- Add all of the flour mixture to the bowl. Place a large tea towel or two small tea towels between the edge of the bowl and the electric mixer so that the flour won’t escape. Mix on low speed for 3o seconds. Remove the tea towels and observe the dough mixing; when it clumps around the paddle attachment it’s ready. It’s also important at this stage not to over mix the dough (the glutens in the flour develop and the dough can become tough).
- Roll the dough out between 2 large pieces of parchment paper. Place on a baking sheet and into the fridge for a minimum of 1 hour.
- Cut out cookie shapes. Place on parchment paper-lined baking sheet. Re-roll scraps and repeat.
- Put cookie dough shapes back into the fridge for 10 minutes to 1 hour to chill again. They will then hold their shape better when baked.
- Preheat your oven to 350°F or 176°C.
- Bake cookies for 8-12 minutes or until the edges become golden brown. The baking time will depend on the size of your cookie.
- Let cookies cool to room temperature and decorate!
I used circle cookie cutters of various sizes for the lily pads, sometimes cutting a triangular shape wedge out with a paring knife. The frog cookie cutter is from How Sweet is That?
What you’ll need:
- Piping Tips #’s 1.5, 2, 3
- Piping Bags
- Gel paste colors
- Gumpaste or fondant for the water lilies and corresponding tools (see tutorial link below)
- Daisy cutters
- Yellow nonpareils for the water lily centers
- Isomalt or clear candies for the water droplets
This video on outlining and flooding is a good place to start if you’re new to decorating cookies with royal icing. These cookie decorating basics YouTube videos may also be helpful to get you started.
If you have some cookie decorating experience you’ll see that these cookies are simple in technique to make, so I won’t share a step by step process here. Please feel free to ask me any questions in the comment section. I sometimes also post videos on Instagram. (Click here if the video below doesn’t load).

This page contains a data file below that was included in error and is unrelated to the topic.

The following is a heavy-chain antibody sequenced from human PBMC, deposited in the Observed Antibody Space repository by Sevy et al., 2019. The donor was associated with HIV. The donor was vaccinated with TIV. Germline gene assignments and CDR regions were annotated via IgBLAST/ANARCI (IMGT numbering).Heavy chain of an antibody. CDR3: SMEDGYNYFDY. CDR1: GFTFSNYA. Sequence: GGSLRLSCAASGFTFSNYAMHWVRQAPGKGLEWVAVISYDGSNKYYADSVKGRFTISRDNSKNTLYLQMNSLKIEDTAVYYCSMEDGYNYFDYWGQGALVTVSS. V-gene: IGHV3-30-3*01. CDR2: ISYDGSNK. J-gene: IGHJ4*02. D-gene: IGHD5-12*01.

A description on how to make candy or isomalt “water droplets” can be found here.
A video tutorial on making basic gumpaste or fondant flowers can be found here. For the water lily center, I rolled a small piece of gumpaste into a ball, wet it with water using a paintbrush (never used for paint), and rolled it in the yellow nonpareils. I placed the yellow ball in the center of a small, gumpaste daisy cut out, and wrapped the petals up the side of the ball.
To make the frog cookie stand upright, I used thick royal icing and piped a great deal of it behind the frog, to prop him up. I pressed the icing into the back of the cookie using a spatuala and a ball tool (any tool would work for this).
These were so fun to give away! I just made sure to note that I would recommend not eating the gumpaste flower (it dries quite hard). If you make yours with fondant you won’t need to be concerned about that. I also made sure to note the the icing holding up the frogs is quite hard… like a gingerbread house type icing instead of the icing on the frog and water lily surface.
If you have any questions or comments please feel free to drop me a line below in the comment section or on social media. You can find me on Facebook, Google+, Instagram, Pinterest, Twitter and YouTube.
Happy baking and decorating!